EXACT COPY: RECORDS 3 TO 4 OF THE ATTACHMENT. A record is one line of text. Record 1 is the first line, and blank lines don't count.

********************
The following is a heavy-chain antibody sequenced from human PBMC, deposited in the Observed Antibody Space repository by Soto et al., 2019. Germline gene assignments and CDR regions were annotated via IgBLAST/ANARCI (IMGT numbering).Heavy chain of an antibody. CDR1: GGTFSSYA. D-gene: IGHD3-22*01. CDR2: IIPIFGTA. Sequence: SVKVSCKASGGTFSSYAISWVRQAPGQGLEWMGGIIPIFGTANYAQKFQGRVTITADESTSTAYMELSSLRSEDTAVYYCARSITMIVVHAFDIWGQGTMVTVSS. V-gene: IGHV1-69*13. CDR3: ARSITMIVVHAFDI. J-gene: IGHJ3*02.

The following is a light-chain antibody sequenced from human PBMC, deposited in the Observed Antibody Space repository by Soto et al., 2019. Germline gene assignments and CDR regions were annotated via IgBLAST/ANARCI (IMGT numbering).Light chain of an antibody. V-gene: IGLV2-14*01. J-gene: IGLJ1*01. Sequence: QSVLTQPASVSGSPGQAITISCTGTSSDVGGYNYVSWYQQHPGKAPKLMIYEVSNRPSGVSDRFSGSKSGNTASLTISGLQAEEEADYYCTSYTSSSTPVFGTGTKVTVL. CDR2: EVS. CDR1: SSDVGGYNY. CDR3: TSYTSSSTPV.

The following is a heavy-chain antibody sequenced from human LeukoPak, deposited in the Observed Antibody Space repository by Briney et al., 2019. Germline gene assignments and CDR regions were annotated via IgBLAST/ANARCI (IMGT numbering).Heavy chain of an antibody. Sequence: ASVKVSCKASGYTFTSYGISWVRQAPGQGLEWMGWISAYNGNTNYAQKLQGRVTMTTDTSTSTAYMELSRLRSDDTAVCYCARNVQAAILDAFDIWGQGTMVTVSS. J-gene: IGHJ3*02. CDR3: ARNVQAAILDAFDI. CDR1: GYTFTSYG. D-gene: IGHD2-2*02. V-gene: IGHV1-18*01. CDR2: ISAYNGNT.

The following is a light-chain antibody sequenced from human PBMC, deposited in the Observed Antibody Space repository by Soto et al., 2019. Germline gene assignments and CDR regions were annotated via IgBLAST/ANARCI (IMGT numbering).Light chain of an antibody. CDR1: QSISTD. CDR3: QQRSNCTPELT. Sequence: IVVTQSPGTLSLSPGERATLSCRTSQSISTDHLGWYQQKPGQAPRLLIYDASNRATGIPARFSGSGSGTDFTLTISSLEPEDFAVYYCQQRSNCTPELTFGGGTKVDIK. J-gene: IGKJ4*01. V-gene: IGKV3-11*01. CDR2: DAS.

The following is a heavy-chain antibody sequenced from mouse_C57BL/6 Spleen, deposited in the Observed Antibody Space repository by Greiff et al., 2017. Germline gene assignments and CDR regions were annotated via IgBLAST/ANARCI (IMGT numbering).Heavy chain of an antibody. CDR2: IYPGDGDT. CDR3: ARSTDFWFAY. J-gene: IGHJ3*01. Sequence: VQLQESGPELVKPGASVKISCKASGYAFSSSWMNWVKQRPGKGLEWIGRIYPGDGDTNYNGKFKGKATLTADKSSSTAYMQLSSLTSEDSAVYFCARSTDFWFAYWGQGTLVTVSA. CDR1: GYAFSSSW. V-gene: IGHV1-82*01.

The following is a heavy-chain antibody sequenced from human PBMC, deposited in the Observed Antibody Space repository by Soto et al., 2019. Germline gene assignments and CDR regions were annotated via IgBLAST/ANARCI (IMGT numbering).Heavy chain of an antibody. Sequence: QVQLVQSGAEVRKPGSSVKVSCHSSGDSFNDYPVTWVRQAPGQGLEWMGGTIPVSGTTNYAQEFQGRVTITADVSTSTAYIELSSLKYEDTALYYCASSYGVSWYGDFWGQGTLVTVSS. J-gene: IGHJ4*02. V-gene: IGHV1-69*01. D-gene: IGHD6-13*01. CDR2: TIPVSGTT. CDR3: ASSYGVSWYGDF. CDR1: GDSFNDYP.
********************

The following is a heavy-chain antibody sequenced from human LeukoPak, deposited in the Observed Antibody Space repository by Briney et al., 2019. Germline gene assignments and CDR regions were annotated via IgBLAST/ANARCI (IMGT numbering).Heavy chain of an antibody. Sequence: ASVKVSCKASGYTFTSYGISWVRQAPGQGLEWMGWISAYNGNTNYAQKLQGRVTMTTDTSTSTAYMELSRLRSDDTAVCYCARNVQAAILDAFDIWGQGTMVTVSS. J-gene: IGHJ3*02. CDR3: ARNVQAAILDAFDI. CDR1: GYTFTSYG. D-gene: IGHD2-2*02. V-gene: IGHV1-18*01. CDR2: ISAYNGNT.

The following is a light-chain antibody sequenced from human PBMC, deposited in the Observed Antibody Space repository by Soto et al., 2019. Germline gene assignments and CDR regions were annotated via IgBLAST/ANARCI (IMGT numbering).Light chain of an antibody. CDR1: QSISTD. CDR3: QQRSNCTPELT. Sequence: IVVTQSPGTLSLSPGERATLSCRTSQSISTDHLGWYQQKPGQAPRLLIYDASNRATGIPARFSGSGSGTDFTLTISSLEPEDFAVYYCQQRSNCTPELTFGGGTKVDIK. J-gene: IGKJ4*01. V-gene: IGKV3-11*01. CDR2: DAS.